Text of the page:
Formats available: paperback, ebook, audiobook
Published by Lake Union Publishing on August 1st 2017
Purchasing Info: Author's Website, Amazon, Barnes & Noble, Bookshop.org
Just beyond the Gilded Age, in the mist-covered streets of New York, the deadly Spanish influenza ripples through the city. But with so many victims in her close circle, young socialite Allene questions if the flu is really to blame. All appear to have been poisoned—and every death was accompanied by a mysterious note.
Desperate for answers and dreading her own engagement to a wealthy gentleman, Allene returns to her passion for scientific discovery and recruits her long-lost friends, Jasper and Birdie, for help. The investigation brings her closer to Jasper, an apprentice medical examiner at Bellevue Hospital who still holds her heart, and offers the delicate Birdie a last-ditch chance to find a safe haven before her fragile health fails.
As more of their friends and family die, alliances shift, lives become entangled, and the three begin to suspect everyone—even each other. As they race to find the culprit, Allene, Birdie, and Jasper must once again trust each other, before one of them becomes the next victim.
At first, it seems like this story is about the party. An engagement party, in New York during the Gilded Age, among the upper crust. A young socialite dies, and everyone wants to sweep her death under the expensive carpet and chalk it all up to an accident. Even if, or perhaps especially because, it isn’t.
But once the focus moves outward, from the singular death to its effects on three young people attending that party, the action shifts into high gear. Suddenly, it’s not about the party, or at least not just the party, any longer.
As we watch our young protagonists (they are all 18) grow and change in the wake of this event, and in the process of their investigation into it, it seems to be about everything but the party. We become involved with them, their worlds, which were once the same but are now divergent, and the mystery expands.
Until it contracts, and we’re back, surprisingly, to that party, only nothing was quite as it seemed.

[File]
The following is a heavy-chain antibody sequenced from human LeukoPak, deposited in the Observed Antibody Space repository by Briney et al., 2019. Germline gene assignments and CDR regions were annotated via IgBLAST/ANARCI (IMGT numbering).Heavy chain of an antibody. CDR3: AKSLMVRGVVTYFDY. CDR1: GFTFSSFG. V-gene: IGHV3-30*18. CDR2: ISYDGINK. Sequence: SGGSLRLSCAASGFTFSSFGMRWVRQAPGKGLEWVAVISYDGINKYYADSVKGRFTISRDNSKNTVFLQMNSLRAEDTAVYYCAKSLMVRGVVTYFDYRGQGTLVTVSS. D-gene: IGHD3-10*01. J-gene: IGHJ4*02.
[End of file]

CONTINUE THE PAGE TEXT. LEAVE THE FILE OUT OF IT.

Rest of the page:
A Beautiful Poison is a murder mystery, and, it is also a coming of age story. And it’s a story about friendship. And love. Definitely about love.
All three of the protagonists are 18. And although all of them either are about to or already have embarked upon their adult lives, their relative youth and inexperience definitely factor into the story.
At first, is seems like Allene’s story. And also at first, Allene’s story seems like that of a typical poor-little-rich-girl, a bird in a gilded cage that yearns to fly free, even though her sheltered upbringing means that she has no clue what that freedom might cost.
Her friends are all too aware of the cost. Both Jasper and Birdie used to be members of Allene’s charmed inner circle, until tragedy shoved them out and away. And Allene, firmly under her parents’ thumbs, as rich girls were a century ago, let it happen.
Jasper’s parents committed suicide – after his father lost all their money. In the intervening four years, Jasper has lived with his alcoholic, agoraphobic uncle, supported them both, and put himself through college as a janitor at Bellevue Hospital, borrowing textbooks over the weekend in the hopes of someday going to medical school.
Birdie has fallen even lower, as women had many fewer financial opportunities. She and her mother were upper-caste servants in Allene’s household, serving as lady’s maids and dressers to Allene and her own mother. Until Birdie’s mother was suddenly and inexplicably turned out of the house without a reference, forced to take Birdie with her. Hazel is now a prostitute, while Birdie keeps the little family afloat, a family that includes her 4-year-old sister, by being one of the dial-painters in the clock factory.